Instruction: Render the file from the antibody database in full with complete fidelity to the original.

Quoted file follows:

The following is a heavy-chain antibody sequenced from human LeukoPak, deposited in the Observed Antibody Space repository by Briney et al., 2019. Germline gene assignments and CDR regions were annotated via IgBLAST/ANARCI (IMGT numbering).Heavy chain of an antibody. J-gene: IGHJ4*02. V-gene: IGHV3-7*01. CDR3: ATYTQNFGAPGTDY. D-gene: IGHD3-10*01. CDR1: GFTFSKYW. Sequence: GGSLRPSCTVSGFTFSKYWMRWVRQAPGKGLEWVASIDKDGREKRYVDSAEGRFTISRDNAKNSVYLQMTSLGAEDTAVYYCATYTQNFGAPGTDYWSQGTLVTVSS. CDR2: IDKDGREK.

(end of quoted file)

The following is a heavy-chain antibody sequenced from human LeukoPak, deposited in the Observed Antibody Space repository by Briney et al., 2019. Germline gene assignments and CDR regions were annotated via IgBLAST/ANARCI (IMGT numbering).Heavy chain of an antibody. J-gene: IGHJ4*02. V-gene: IGHV3-7*01. CDR3: ATYTQNFGAPGTDY. D-gene: IGHD3-10*01. CDR1: GFTFSKYW. Sequence: GGSLRPSCTVSGFTFSKYWMRWVRQAPGKGLEWVASIDKDGREKRYVDSAEGRFTISRDNAKNSVYLQMTSLGAEDTAVYYCATYTQNFGAPGTDYWSQGTLVTVSS. CDR2: IDKDGREK.